WANSLEY: It's very difficult to ascertain exactly what they're after until it happens, frankly, because we don't know their intent all the time. In this case, it seems to be more politically motivated than anything. But you can imagine, as we talked about before, how that political cover could allow them to cause even greater embarrassment, if they were to penetrate a payments system and, perhaps, do some fraud while they're doing that. Again, it goes back to: What's the objective of the attack? Are they trying to embarrass the institution? Are they trying to embarrass the country? Or is it for retribution: Are they just trying to get payback for the sanctions against a particular country, for example?
KITTEN: Recent site outages experienced by several banks have gotten a lot of attention and they were suspected of being backed by the Iranian government. Do you believe there's merit to some of those rumors?
WANSLEY: There are indications that it's an Iranian group. The time stamp, when they did brag about the impact on taking down Wells Fargo, was seven-and-a-half hours in advance, and the only country in that time zone is Iran. There are a lot of indicators it's from that region of the world, but these hacktivist groups, frankly, can operate from a number of different locations and give the impression of being from one time zone when they're really not. So it's not conclusive, but there certainly have been some indicators, such as the use of Arabic names, Iranian names and the time zone, that would indicate something from that part of the world.
KITTEN: Based on what you said, it does sound like these types of attacks are increasing, but some industry sources have suggested that these denial-of-service attacks ... have been striking for a long time. There have been rumors that Citi, for instance, was hit back maybe in late 2011 or early 2012.
WANSLEY: Denial-of-service attacks are not that uncommon across any major institution. Some are just annoying and some are really distracting. If you're taking down, for example, a Wells Fargo site, the customers can't do business and that does impact both customer relationships and the revenue from that business. So the first answer is, yes, they happen all the time. But most of them can be managed very effectively by the institution, unless it's of such a magnitude that it actually impacts operations, which has been the case here. These attacks are increasing and it's something that all the financial institutions now are taking very seriously, and they're putting in measures to be able to mitigate those attacks.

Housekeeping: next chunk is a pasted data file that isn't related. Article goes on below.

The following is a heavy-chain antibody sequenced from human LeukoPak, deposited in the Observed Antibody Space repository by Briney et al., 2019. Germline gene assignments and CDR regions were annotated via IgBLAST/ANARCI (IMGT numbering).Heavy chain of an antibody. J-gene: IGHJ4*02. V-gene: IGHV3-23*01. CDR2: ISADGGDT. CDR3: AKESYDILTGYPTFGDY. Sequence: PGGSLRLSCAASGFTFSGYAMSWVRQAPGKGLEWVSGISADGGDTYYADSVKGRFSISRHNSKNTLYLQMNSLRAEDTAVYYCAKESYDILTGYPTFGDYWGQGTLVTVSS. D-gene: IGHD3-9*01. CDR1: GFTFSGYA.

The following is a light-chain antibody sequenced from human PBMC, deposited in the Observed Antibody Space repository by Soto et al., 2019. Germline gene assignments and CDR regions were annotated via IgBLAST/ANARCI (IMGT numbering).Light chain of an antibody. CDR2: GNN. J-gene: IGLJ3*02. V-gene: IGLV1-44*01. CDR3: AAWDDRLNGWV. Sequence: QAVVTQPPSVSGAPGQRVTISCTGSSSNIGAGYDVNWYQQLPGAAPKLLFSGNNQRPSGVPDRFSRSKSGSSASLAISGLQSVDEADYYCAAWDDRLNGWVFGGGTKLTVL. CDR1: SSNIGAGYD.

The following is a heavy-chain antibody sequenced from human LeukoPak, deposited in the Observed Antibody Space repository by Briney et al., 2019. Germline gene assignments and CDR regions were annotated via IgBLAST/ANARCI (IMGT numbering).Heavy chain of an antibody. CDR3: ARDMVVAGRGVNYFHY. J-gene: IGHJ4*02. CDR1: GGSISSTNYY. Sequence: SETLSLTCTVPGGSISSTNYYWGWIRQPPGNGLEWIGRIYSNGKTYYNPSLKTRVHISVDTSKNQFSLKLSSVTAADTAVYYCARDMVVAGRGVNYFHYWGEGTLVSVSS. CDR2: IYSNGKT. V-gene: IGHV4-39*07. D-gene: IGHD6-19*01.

Analyzing Attack Timing
KITTEN: Could the timing of some of these most recent attacks aimed at these leading U.S. institutions be linked to the U.S. presidential election?
WANSLEY: Certainly, there are a lot of things in terms of timeline. Clearly, there is a general assembly happening this week [the week of Sept. 24] and the president of Iran speaking at the U.N. [United Nations]. Our political environment is ramping up with the election, but it doesn't seem to be directly targeted at that, and then there's the response to the video [a YouTube movie trailer that Izz ad-Din al-Qassam claims casts Islam in a negative light]. So there are a number of potential timing relationships that are probably just as logical as a presidential election period.
KITTEN: What about smaller banking institutions? Are they being targeted as well and we're just not hearing about it?
WANSLEY: DDoS attacks are pretty common, but I haven't heard about any specific attacks like the one by this Iranian group, or claiming to be an Iranian group, anyway, hitting smaller institutions. We've also heard they've hit Google and Akamai recently - very similar attacks during the same time period. So it doesn't appear to be just U.S. banks, but it does appear to be major brand names.